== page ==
What Is Doctrine and Why Is It Important?

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What Is Doctrine?

No one can say “Jesus is Lord” (1 Cor. 12:3; Rom. 10:9) without speaking in a deeply doctrinal way, because this simple statement rests on profound biblical truths. It assumes that Christ is the eternal second member of the Trinity, who became uniquely God incarnate, was set forth as our substitutionary atonement, was raised from the dead having conquered all evil, and is now reigning sovereignly over all reality (Eph. 1:20–22).

But what is doctrine? Put simply, it is the way the central themes of God’s revelation in Scripture are summarized and taught. This teaching builds on their development through the Old Testament. It sees them as having culminated in Christ’s incarnation, words, and work. His teaching (Matt. 7:28; Mark. 1:22; John 7:16) was then expanded and applied by the apostles. Paul placed his own teaching side-by-side with the “preaching of Jesus Christ” (Rom. 16:25; cf. 1 Thess. 4:2). All of this was committed to writing under the inspiration of the Holy Spirit. These inspired writings are now preserved within the biblical canon. This revealed Word defines for us how we should think about God, ourselves, our world, the church, and the future.

Christian doctrine is present in different ways in the New Testament. Most often, of course, we meet it in the doctrinal sections in the epistles (e.g., Romans 1–8; Ephesians 1–3). But it is there in other ways too, pointing to the fact that doctrine had become part of the daily life of the early churches. Some early hymns are now embedded in the New Testament text (e.g., Phil. 2:5–11; probably 1 Tim. 3:16), and in them we see strong doctrinal elements. At other times, the apostolic teaching is crystallized into small creedal statements (e.g., Paul’s set of “trustworthy” sayings in 1 Tim. 1:15; 3:1; 4:8–9; 2 Tim. 2:11–13; Titus 3:4–8). Other passages seem to have a creedal form (e.g., Rom. 1:3–4; 10:8–9; Col. 1:13–20).

This doctrine underlies and, indeed, explains the practice of Christian faith. There is, in fact, no Christian ethic without a foundation of Christian doctrine. The daily practice of this faith is the daily living out of its doctrine. Apostolic Christianity was doctrinal in both shape and substance. It was about the doctrines of God, creation, human nature, Christ, redemption, the church, and the consummation of Christ’s kingdom. Apart from these doctrines, there is no Christian faith.

Why Is Doctrine Important?

Although apostolic doctrine was central to the life of the earliest churches, this centrality has not always been easy to preserve. Indeed, many of the great reforming moments that came later were really moments of recovery. Lost ways of doctrinal thinking and lost biblical doctrines were retrieved and made central once again. The reason for the church’s rather checkered history in this regard is quite simple: the content of this doctrine, as well as its function in the life of the church, is at the heart of the church’s spiritual warfare.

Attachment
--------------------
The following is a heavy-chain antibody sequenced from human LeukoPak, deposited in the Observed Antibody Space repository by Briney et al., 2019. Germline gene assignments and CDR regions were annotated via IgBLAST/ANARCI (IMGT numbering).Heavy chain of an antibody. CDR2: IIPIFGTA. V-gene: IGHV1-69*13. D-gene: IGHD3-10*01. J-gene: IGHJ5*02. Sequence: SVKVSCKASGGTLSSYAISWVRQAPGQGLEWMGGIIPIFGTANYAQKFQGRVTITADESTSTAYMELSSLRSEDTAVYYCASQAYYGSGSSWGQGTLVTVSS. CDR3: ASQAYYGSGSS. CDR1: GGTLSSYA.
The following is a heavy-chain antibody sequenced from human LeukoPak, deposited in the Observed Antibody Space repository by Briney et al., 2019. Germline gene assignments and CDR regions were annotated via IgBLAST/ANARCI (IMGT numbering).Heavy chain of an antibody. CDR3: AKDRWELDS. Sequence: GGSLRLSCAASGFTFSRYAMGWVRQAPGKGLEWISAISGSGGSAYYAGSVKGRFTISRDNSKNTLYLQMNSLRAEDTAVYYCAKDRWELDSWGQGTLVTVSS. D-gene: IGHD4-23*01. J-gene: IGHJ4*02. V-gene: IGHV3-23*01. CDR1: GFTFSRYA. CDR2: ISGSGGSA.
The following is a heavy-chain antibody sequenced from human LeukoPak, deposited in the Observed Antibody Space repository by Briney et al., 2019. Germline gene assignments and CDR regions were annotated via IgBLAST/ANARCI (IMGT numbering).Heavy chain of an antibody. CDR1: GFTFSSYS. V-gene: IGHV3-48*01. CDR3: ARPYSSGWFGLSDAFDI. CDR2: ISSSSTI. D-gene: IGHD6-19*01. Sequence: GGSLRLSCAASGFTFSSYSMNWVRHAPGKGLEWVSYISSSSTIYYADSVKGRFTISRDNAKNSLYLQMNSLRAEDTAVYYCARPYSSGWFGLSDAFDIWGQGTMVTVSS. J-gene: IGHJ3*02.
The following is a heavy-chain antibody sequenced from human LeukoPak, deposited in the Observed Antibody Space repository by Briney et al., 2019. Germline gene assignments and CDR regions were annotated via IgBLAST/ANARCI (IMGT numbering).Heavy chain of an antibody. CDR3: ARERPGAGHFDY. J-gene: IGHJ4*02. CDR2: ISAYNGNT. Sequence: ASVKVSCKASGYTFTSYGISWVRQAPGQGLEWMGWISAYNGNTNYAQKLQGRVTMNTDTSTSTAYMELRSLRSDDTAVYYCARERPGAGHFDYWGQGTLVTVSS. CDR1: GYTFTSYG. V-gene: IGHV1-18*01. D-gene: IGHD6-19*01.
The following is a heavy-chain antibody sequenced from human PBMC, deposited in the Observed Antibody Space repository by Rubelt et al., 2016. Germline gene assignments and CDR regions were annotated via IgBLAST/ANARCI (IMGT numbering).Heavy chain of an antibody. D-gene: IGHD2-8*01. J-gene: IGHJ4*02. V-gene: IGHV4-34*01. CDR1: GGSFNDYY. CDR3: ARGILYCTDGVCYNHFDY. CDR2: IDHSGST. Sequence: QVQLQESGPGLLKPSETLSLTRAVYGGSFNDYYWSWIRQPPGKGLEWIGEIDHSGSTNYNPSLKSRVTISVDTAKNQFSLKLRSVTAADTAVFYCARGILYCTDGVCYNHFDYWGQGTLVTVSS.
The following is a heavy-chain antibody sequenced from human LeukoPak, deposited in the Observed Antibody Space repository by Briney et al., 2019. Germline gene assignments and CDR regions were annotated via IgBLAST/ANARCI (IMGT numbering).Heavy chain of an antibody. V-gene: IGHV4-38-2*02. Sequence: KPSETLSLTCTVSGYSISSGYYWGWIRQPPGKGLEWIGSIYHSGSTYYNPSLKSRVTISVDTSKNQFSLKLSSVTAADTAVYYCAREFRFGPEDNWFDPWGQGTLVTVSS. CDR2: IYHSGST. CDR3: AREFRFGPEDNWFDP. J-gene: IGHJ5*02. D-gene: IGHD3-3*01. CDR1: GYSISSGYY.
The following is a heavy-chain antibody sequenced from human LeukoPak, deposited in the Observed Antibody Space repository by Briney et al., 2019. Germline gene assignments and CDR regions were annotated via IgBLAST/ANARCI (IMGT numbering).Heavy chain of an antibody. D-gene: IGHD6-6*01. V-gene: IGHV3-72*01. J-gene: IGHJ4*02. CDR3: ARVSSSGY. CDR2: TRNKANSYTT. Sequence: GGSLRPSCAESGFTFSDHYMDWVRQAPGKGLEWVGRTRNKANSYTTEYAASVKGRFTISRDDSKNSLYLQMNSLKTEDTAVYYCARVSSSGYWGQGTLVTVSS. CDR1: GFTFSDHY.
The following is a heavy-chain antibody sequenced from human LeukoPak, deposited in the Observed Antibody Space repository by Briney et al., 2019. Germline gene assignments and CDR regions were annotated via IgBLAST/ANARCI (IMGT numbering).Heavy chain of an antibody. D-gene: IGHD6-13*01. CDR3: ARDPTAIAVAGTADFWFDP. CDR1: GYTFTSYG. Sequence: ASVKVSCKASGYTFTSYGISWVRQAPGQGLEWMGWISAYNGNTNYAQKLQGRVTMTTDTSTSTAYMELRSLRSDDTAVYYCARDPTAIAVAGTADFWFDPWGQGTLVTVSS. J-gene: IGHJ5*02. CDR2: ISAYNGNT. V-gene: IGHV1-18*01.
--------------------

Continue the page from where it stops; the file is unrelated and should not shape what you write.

In the churches of John’s day, both “the Spirit of truth and the spirit of error” (1 John 4:6) were present. They are today, too. The Spirit of truth was heard in the apostolic teaching. Now it is heard through Scripture and through those who teach and expound that Scripture accurately. The spirit of error lives on in false teachers. The Spirit of truth and the spirit of error each have their respective audiences.

Satan’s strategy is to oppose, subvert, and mute the content of biblical doctrine and dislodge it from its place in the church’s life. God, though, has placed in the Christian’s hand a weapon for defense. It is the very truth under attack. It is what Paul calls the “belt of truth” and “sword of the Spirit” (Eph. 6:14, 17)—the Bible. These are parts of the Christian’s armor.

This explains a series of admonitions given in the New Testament that aim to protect the Bible’s doctrinal truth and secure its function in Christian life. Christians, in other words, stay within the Bible’s doctrinal parameters. They are to persist in this doctrine, follow it, guard it, stand firm in it, and hand it on intact. They do not venture outside of it, for that is where faith becomes shipwrecked (1 Tim. 1:19–20). They resist its alternatives. They know this truth is entirely sufficient for life despite uncertainties and suffering. Later, of course, this truth was formulated into the Protestant principle of sola Scriptura.

It is the Bible’s truth that sustains, strengthens, and guides us. This is why Paul speaks of it as he does. It is, he says, made up of “sound words” (2 Tim. 1:13). It is “sound teaching” (2 Tim. 4:3) and “sound doctrine” (Titus 2:1; 1:9). It is in accord with the “sound words of our Lord Jesus Christ” (1 Tim. 6:3). This word, translated here as sound, is used also of physical health.

These references to “sound” teaching and doctrine, then, are a reminder to us that from such teaching the church’s strength arises. From it comes its health. It is what reverses spiritual ills and, sometimes, even deep paralysis. It is what makes churches whole. It is what lays the foundation for their vitality as well as their longevity.

This is why biblical doctrine is important. This is why it is essential.

With contributions from over 25 scholars and pastors, the ESV Systematic Theology Study Bible will be available for purchase October 2017. Download a free sample today!